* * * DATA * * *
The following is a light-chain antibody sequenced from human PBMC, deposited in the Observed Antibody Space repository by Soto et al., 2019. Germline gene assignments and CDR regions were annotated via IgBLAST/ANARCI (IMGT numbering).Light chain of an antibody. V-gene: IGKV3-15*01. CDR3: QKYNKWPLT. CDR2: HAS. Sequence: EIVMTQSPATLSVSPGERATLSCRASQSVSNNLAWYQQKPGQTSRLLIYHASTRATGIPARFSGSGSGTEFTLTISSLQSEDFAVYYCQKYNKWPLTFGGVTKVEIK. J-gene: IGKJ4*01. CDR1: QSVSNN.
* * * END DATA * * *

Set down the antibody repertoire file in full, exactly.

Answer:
The following is a light-chain antibody sequenced from human PBMC, deposited in the Observed Antibody Space repository by Soto et al., 2019. Germline gene assignments and CDR regions were annotated via IgBLAST/ANARCI (IMGT numbering).Light chain of an antibody. V-gene: IGKV3-15*01. CDR3: QKYNKWPLT. CDR2: HAS. Sequence: EIVMTQSPATLSVSPGERATLSCRASQSVSNNLAWYQQKPGQTSRLLIYHASTRATGIPARFSGSGSGTEFTLTISSLQSEDFAVYYCQKYNKWPLTFGGVTKVEIK. J-gene: IGKJ4*01. CDR1: QSVSNN.